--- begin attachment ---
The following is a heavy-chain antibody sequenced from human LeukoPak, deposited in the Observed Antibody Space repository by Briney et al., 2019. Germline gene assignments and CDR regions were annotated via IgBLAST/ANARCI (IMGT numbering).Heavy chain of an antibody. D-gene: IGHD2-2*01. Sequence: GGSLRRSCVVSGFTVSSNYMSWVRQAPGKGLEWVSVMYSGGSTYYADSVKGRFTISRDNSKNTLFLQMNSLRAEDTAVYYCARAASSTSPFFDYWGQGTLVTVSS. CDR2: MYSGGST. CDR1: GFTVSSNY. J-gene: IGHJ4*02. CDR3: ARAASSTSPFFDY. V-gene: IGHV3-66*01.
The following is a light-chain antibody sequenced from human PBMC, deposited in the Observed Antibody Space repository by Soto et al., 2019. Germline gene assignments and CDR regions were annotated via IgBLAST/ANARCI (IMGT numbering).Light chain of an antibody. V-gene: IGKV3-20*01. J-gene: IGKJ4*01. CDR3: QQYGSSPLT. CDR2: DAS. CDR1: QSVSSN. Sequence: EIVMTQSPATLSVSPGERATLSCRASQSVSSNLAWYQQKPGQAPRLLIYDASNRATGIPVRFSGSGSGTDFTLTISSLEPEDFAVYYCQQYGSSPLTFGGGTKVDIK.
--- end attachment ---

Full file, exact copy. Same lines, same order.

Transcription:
The following is a heavy-chain antibody sequenced from human LeukoPak, deposited in the Observed Antibody Space repository by Briney et al., 2019. Germline gene assignments and CDR regions were annotated via IgBLAST/ANARCI (IMGT numbering).Heavy chain of an antibody. D-gene: IGHD2-2*01. Sequence: GGSLRRSCVVSGFTVSSNYMSWVRQAPGKGLEWVSVMYSGGSTYYADSVKGRFTISRDNSKNTLFLQMNSLRAEDTAVYYCARAASSTSPFFDYWGQGTLVTVSS. CDR2: MYSGGST. CDR1: GFTVSSNY. J-gene: IGHJ4*02. CDR3: ARAASSTSPFFDY. V-gene: IGHV3-66*01.
The following is a light-chain antibody sequenced from human PBMC, deposited in the Observed Antibody Space repository by Soto et al., 2019. Germline gene assignments and CDR regions were annotated via IgBLAST/ANARCI (IMGT numbering).Light chain of an antibody. V-gene: IGKV3-20*01. J-gene: IGKJ4*01. CDR3: QQYGSSPLT. CDR2: DAS. CDR1: QSVSSN. Sequence: EIVMTQSPATLSVSPGERATLSCRASQSVSSNLAWYQQKPGQAPRLLIYDASNRATGIPVRFSGSGSGTDFTLTISSLEPEDFAVYYCQQYGSSPLTFGGGTKVDIK.